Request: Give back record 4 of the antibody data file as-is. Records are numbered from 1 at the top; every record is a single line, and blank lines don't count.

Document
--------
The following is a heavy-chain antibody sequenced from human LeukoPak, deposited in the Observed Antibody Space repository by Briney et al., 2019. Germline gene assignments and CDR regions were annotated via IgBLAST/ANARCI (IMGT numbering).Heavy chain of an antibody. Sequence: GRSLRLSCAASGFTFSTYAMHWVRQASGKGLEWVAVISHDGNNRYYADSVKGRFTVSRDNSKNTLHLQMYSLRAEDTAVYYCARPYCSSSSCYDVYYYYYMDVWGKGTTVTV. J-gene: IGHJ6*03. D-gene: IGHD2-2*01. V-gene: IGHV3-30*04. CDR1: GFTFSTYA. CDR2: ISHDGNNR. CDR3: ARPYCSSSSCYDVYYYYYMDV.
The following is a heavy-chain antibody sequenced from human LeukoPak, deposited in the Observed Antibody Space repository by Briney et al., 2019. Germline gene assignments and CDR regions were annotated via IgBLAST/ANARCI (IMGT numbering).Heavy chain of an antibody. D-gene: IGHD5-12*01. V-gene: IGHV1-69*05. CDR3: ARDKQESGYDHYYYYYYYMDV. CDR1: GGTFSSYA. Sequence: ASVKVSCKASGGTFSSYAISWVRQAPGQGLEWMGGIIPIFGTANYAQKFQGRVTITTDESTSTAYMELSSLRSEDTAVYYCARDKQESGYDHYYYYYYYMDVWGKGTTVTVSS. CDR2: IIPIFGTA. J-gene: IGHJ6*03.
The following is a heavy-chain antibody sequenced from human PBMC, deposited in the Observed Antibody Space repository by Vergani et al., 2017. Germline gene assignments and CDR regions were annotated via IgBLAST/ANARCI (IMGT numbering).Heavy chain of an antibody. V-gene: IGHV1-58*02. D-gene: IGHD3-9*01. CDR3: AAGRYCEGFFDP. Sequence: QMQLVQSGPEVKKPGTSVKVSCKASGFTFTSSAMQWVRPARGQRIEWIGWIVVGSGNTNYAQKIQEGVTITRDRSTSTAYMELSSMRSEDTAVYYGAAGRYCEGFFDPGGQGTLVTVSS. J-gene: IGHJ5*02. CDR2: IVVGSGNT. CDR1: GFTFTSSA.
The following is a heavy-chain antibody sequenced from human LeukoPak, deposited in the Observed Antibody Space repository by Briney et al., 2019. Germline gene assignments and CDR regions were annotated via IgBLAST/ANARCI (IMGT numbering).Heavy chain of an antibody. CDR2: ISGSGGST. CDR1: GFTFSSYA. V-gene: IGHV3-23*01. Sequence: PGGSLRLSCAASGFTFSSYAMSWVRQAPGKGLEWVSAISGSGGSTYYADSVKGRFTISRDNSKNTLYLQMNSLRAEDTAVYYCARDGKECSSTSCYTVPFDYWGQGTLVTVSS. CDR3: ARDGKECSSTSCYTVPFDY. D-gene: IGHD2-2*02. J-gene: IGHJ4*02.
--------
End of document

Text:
The following is a heavy-chain antibody sequenced from human LeukoPak, deposited in the Observed Antibody Space repository by Briney et al., 2019. Germline gene assignments and CDR regions were annotated via IgBLAST/ANARCI (IMGT numbering).Heavy chain of an antibody. CDR2: ISGSGGST. CDR1: GFTFSSYA. V-gene: IGHV3-23*01. Sequence: PGGSLRLSCAASGFTFSSYAMSWVRQAPGKGLEWVSAISGSGGSTYYADSVKGRFTISRDNSKNTLYLQMNSLRAEDTAVYYCARDGKECSSTSCYTVPFDYWGQGTLVTVSS. CDR3: ARDGKECSSTSCYTVPFDY. D-gene: IGHD2-2*02. J-gene: IGHJ4*02.